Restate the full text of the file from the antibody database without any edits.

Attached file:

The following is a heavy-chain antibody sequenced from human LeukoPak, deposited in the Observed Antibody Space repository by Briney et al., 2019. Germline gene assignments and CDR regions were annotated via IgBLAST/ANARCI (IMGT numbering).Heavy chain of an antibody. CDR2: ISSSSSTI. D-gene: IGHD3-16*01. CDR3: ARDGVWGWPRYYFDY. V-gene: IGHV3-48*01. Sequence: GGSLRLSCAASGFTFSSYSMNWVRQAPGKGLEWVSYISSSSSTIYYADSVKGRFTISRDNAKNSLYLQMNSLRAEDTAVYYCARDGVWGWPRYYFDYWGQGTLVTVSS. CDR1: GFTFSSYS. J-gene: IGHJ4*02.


The following is a heavy-chain antibody sequenced from human LeukoPak, deposited in the Observed Antibody Space repository by Briney et al., 2019. Germline gene assignments and CDR regions were annotated via IgBLAST/ANARCI (IMGT numbering).Heavy chain of an antibody. CDR2: ISSSSSTI. D-gene: IGHD3-16*01. CDR3: ARDGVWGWPRYYFDY. V-gene: IGHV3-48*01. Sequence: GGSLRLSCAASGFTFSSYSMNWVRQAPGKGLEWVSYISSSSSTIYYADSVKGRFTISRDNAKNSLYLQMNSLRAEDTAVYYCARDGVWGWPRYYFDYWGQGTLVTVSS. CDR1: GFTFSSYS. J-gene: IGHJ4*02.